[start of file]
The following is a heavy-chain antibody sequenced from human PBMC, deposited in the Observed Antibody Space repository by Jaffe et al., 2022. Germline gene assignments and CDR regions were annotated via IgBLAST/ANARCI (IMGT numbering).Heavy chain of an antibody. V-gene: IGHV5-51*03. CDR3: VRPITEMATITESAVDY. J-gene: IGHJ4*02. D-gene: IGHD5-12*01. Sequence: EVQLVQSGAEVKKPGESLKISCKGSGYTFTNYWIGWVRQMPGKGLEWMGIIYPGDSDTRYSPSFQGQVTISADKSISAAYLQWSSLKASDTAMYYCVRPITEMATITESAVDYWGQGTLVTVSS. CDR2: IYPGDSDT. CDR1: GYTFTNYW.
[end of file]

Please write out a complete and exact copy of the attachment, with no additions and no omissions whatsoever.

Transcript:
The following is a heavy-chain antibody sequenced from human PBMC, deposited in the Observed Antibody Space repository by Jaffe et al., 2022. Germline gene assignments and CDR regions were annotated via IgBLAST/ANARCI (IMGT numbering).Heavy chain of an antibody. V-gene: IGHV5-51*03. CDR3: VRPITEMATITESAVDY. J-gene: IGHJ4*02. D-gene: IGHD5-12*01. Sequence: EVQLVQSGAEVKKPGESLKISCKGSGYTFTNYWIGWVRQMPGKGLEWMGIIYPGDSDTRYSPSFQGQVTISADKSISAAYLQWSSLKASDTAMYYCVRPITEMATITESAVDYWGQGTLVTVSS. CDR2: IYPGDSDT. CDR1: GYTFTNYW.